on 3 June 2011
I must admit to being a very keen fan of Peter King having possessed an alto saxophone for 62 years and struggled to get even one third of the way to his fluency or creativeness on the instrument as a tool of modern jazz. Peter, on the other hand has been a world class performer since his middle teens. But as this auto-biography demonstrates excellence secures no automatic reward - our musical hero has been impoverished for most of his life. It is a long, detailed, honest and sad story with just occasional glimmers of hope and success. I found the book to be a riveting read as I had "grown up" knowing of and listening to most of the characters mentioned. But in the final analysis Peter has overcome both health and family tragedies to be able to claim his position as one of the finest jazz alto players in Western Europe - it is just tragic that in the UK we have no mechanism for rewarding such talent.
on 12 May 2011
Peter King has long been one of the finest jazz saxophone players in the UK ( and beyond). An intelligent and sensitive man, he has now written an astonishingly candid and deeply fascinating autobiography that deserves to rank with the best autobiographies written by a musician of any kind. It is a remarkable history of the highs and lows of the British jazz scene of the past fifty years. More than an autobiography, it's an extremely important social and historical record. Highly recommended!
on 26 April 2013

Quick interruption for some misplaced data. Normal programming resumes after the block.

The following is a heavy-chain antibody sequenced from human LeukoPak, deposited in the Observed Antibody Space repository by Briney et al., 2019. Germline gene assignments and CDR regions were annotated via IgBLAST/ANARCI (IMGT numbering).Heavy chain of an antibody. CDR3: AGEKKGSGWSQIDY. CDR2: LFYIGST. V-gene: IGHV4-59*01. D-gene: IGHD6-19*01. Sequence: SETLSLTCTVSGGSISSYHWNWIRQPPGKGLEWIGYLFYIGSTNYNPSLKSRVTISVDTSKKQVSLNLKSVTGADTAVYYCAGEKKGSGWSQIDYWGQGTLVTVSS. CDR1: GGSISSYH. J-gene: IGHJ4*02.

I am a jazz fan and have been listening to Peter King for perhaps 50 years - with long breaks between hearing him. I have often been disappointed that he has not, for years at a time, been appearing anywhere accesible to me, except on his recordings.
This book explains why - in describing in very candid detail the sad and addicted life he has led.
I find it amazing that he could, during such times, produce such brilliant music.
I am glad that I bought and read the book but saddened to recognise how so much of his life was wasted.
It was, as others have said, fun reading the narratives and background to the whole UK modern jazz scene and , in that respect, added a lot to my knowledge as well as stirring a lot of good memories.
Thank you, Peter, for taking the time to put the book together and sharing it with us all.
on 25 January 2016
A wonderful book. Bares all in a dignified way. A top jazz player (up there with Charlie Parker) yet so modest. It was tough for many acomplished musicians to eke out a living when the Beatles hit the scene. The drugs, the despair, the highs and the lows are all told so honestly and movingly. I particularly enjoyed his memories of Tubby Hayes and the 'insider' track on the importance of a good rhythm section. A first class read delivered effortlessly on my Kindle